June 3, 2011 by Antony Lerman
There’s been much wailing and gnashing of teeth from those sickened by the Universities and Colleges Union’s decision to ban use of the European Union Monitoring Centre’s ‘working definition’ of antisemitism. At the UCU’s annual congress in Harrogate a large majority supported Motion 70 that resolved:
- that UCU will make no use of the EUMC definition (e.g. in educating members or dealing with internal complaints)
- that UCU will dissociate itself from the EUMC definition in any public discussion on the matter in which UCU is involved
- that UCU will campaign for open debate on campus concerning Israel’s past history and current policy, while continuing to combat all forms of racial or religious discrimination.
The stated reason for this decision?:
Congress believes that the EUMC definition confuses criticism of Israeli government policy and actions with genuine antisemitism, and is being used to silence debate about Israel and Palestine on campus.
Critics of the UCU’s decision are having none of this. Jeremy Newmark, chief executive of the Jewish Leadership Council said: ‘After today’s events I believe the UCU is institutionally racist’. His view was echoed by Jon Benjamin, the chief executive of the Board of Deputies of British Jews, who said ‘the UCU has . . . simply redefined “anti-Semitism” itself. . . The truth is apparent: whatever the motivations of its members, we believe UCU is an institutionally racist organization’. Martin Bright, the political editor of the Jewish Chronicle, tweeted: ‘opens gates to campus antisemitism’. Paul Usiskin, chair of Peace Now UK, said: ‘The UCU legitimises and perpetuates the evil of antisemitism.’ The Fair Play Campaign Group issued a statement that ended: ‘The truth is apparent: whatever the motivations of its members, we believe UCU is an institutionally racist organisation’. Ronnie Fraser, director of the Academic Friends of Israel, delivered an emotional speech opposing the motion. He said the union had crossed a red line, and ‘only antisemites would disassociate themselves from the EU Working Definition and vote in favor of the resolution’. John Mann MP, chair of the All-Party Parliamentary Group Against Antisemitism, is taking the charge of ‘institutional antisemitism’ against the UCU so seriously that he has stated that the claim ‘should be investigated independently, ideally by the EHRC [Equality and Human Rights Commission]’.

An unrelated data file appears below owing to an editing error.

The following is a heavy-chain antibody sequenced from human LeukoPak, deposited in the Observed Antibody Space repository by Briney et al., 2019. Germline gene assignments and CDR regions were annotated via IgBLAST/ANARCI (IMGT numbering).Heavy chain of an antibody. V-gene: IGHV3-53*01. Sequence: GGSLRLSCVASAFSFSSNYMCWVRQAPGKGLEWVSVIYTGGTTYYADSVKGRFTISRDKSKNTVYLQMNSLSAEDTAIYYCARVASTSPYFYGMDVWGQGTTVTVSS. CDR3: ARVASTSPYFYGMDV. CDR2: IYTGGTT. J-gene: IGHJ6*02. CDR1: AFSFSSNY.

Despite these furious reactions, the motion does not say the UCU must now ignore instances of antisemitism. On the contrary, it acknowledges that there is a ‘genuine antisemitism’ that must be fought, and that the UCU must continue ‘to combat all forms of racial and religious discrimination’. But the critics make it clear that they don’t trust the UCU; that by making it impossible to call to account, on the basis of the EUMC’s ‘working definition’ of Israel-linked antisemitism, critics of Israel who are seen as crossing a line into antisemitic discourse, licence is effectively being given to antisemites in the UCU to express antisemitic sentiments.
It’s hard to believe that the EUMC ‘working definition’ is the only bulwark preventing the UCU from giving free rein to its alleged institutional antisemitism or, deliberately or otherwise, from encouraging and then turning a blind-eye to campus antisemitism. Yet this is undoubtedly what the union’s critics seem to be arguing, often in a language that borders on the apocalyptic. But to be fair on the critics, the language of some of those who have campaigned to distance the UCU from the EUMC ‘working definition’ is also pretty extreme and unbalanced.
And surely, therein lies the problem. Reading the live blogging from the congress, the speeches, recriminations, reactions and past reports on this long-running battle, which essentially began when the union initially voted on an academic boycott of Israeli universities back in 2005, the sense that much of this is taking place in a hothouse that has tenuous links to reality is rather powerful.